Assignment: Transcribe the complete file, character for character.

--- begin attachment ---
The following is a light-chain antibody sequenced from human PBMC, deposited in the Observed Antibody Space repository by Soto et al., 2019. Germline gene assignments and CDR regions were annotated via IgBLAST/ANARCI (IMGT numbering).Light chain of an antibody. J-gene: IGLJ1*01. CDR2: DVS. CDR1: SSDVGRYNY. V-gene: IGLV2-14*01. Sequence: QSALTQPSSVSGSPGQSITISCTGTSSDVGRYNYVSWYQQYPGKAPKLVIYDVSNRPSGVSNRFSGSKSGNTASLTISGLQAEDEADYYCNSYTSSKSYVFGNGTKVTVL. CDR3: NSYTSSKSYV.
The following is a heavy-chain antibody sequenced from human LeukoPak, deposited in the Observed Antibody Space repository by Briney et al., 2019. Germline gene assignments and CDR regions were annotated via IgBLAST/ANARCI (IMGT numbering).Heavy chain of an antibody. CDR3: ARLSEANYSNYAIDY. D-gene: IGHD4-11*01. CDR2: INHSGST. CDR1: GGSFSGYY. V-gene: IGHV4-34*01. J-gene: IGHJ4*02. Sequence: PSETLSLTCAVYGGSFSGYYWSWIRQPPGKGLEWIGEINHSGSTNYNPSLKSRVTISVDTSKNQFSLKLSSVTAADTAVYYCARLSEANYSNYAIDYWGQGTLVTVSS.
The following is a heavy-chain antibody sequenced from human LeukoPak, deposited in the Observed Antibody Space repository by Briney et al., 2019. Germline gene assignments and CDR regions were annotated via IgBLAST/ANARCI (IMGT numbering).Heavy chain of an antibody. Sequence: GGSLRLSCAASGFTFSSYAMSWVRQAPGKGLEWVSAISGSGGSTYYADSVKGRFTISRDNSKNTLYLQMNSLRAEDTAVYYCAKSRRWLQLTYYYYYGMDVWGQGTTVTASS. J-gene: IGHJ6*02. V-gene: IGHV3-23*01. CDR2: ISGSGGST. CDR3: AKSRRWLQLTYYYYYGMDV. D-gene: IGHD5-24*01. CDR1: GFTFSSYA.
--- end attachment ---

The following is a light-chain antibody sequenced from human PBMC, deposited in the Observed Antibody Space repository by Soto et al., 2019. Germline gene assignments and CDR regions were annotated via IgBLAST/ANARCI (IMGT numbering).Light chain of an antibody. J-gene: IGLJ1*01. CDR2: DVS. CDR1: SSDVGRYNY. V-gene: IGLV2-14*01. Sequence: QSALTQPSSVSGSPGQSITISCTGTSSDVGRYNYVSWYQQYPGKAPKLVIYDVSNRPSGVSNRFSGSKSGNTASLTISGLQAEDEADYYCNSYTSSKSYVFGNGTKVTVL. CDR3: NSYTSSKSYV.
The following is a heavy-chain antibody sequenced from human LeukoPak, deposited in the Observed Antibody Space repository by Briney et al., 2019. Germline gene assignments and CDR regions were annotated via IgBLAST/ANARCI (IMGT numbering).Heavy chain of an antibody. CDR3: ARLSEANYSNYAIDY. D-gene: IGHD4-11*01. CDR2: INHSGST. CDR1: GGSFSGYY. V-gene: IGHV4-34*01. J-gene: IGHJ4*02. Sequence: PSETLSLTCAVYGGSFSGYYWSWIRQPPGKGLEWIGEINHSGSTNYNPSLKSRVTISVDTSKNQFSLKLSSVTAADTAVYYCARLSEANYSNYAIDYWGQGTLVTVSS.
The following is a heavy-chain antibody sequenced from human LeukoPak, deposited in the Observed Antibody Space repository by Briney et al., 2019. Germline gene assignments and CDR regions were annotated via IgBLAST/ANARCI (IMGT numbering).Heavy chain of an antibody. Sequence: GGSLRLSCAASGFTFSSYAMSWVRQAPGKGLEWVSAISGSGGSTYYADSVKGRFTISRDNSKNTLYLQMNSLRAEDTAVYYCAKSRRWLQLTYYYYYGMDVWGQGTTVTASS. J-gene: IGHJ6*02. V-gene: IGHV3-23*01. CDR2: ISGSGGST. CDR3: AKSRRWLQLTYYYYYGMDV. D-gene: IGHD5-24*01. CDR1: GFTFSSYA.